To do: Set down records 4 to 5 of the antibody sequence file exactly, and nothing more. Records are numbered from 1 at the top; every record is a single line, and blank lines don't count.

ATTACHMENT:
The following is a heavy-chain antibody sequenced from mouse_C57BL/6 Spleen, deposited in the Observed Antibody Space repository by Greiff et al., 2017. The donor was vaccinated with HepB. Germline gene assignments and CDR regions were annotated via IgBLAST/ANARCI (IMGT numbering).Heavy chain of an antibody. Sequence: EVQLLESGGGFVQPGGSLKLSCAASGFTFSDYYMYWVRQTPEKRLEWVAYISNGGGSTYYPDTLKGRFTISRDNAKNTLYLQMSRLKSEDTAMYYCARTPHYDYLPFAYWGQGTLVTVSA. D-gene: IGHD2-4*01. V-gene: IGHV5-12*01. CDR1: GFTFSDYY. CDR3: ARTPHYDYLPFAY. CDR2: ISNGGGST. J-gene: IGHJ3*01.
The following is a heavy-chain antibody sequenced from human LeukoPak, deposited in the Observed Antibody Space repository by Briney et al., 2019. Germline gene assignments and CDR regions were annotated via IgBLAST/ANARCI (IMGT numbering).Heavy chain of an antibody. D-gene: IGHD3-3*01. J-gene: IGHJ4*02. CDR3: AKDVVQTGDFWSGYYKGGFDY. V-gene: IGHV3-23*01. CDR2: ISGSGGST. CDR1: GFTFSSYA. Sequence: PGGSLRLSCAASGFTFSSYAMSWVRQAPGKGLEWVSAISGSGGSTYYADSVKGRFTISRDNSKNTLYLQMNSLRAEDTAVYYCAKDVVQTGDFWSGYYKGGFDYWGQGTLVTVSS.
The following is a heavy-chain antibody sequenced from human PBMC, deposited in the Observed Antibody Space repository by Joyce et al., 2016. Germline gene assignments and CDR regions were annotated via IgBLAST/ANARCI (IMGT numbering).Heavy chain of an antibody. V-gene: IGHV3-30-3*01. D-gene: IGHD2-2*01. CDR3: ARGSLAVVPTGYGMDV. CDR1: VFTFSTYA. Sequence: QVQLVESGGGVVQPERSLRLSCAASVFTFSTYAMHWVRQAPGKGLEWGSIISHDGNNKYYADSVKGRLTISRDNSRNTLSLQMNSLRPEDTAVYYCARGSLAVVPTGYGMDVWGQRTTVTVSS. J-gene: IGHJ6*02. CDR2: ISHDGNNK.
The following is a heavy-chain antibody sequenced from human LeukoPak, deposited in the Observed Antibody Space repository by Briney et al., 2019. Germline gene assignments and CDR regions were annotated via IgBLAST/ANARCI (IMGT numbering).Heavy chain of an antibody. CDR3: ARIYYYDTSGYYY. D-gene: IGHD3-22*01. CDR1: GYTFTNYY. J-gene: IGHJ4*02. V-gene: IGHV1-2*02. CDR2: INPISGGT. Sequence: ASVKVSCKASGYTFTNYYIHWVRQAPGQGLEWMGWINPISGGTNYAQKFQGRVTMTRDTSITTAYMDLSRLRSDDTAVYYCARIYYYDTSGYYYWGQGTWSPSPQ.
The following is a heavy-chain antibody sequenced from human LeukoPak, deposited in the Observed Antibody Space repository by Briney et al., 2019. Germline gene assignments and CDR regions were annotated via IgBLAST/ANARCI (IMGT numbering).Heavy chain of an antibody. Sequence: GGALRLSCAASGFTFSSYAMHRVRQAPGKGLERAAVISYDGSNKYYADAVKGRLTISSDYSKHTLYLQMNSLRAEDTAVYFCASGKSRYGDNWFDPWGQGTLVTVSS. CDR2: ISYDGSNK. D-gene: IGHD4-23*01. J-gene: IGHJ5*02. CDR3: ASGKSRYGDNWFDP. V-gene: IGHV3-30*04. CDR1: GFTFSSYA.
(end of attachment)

The following is a heavy-chain antibody sequenced from human LeukoPak, deposited in the Observed Antibody Space repository by Briney et al., 2019. Germline gene assignments and CDR regions were annotated via IgBLAST/ANARCI (IMGT numbering).Heavy chain of an antibody. CDR3: ARIYYYDTSGYYY. D-gene: IGHD3-22*01. CDR1: GYTFTNYY. J-gene: IGHJ4*02. V-gene: IGHV1-2*02. CDR2: INPISGGT. Sequence: ASVKVSCKASGYTFTNYYIHWVRQAPGQGLEWMGWINPISGGTNYAQKFQGRVTMTRDTSITTAYMDLSRLRSDDTAVYYCARIYYYDTSGYYYWGQGTWSPSPQ.
The following is a heavy-chain antibody sequenced from human LeukoPak, deposited in the Observed Antibody Space repository by Briney et al., 2019. Germline gene assignments and CDR regions were annotated via IgBLAST/ANARCI (IMGT numbering).Heavy chain of an antibody. Sequence: GGALRLSCAASGFTFSSYAMHRVRQAPGKGLERAAVISYDGSNKYYADAVKGRLTISSDYSKHTLYLQMNSLRAEDTAVYFCASGKSRYGDNWFDPWGQGTLVTVSS. CDR2: ISYDGSNK. D-gene: IGHD4-23*01. J-gene: IGHJ5*02. CDR3: ASGKSRYGDNWFDP. V-gene: IGHV3-30*04. CDR1: GFTFSSYA.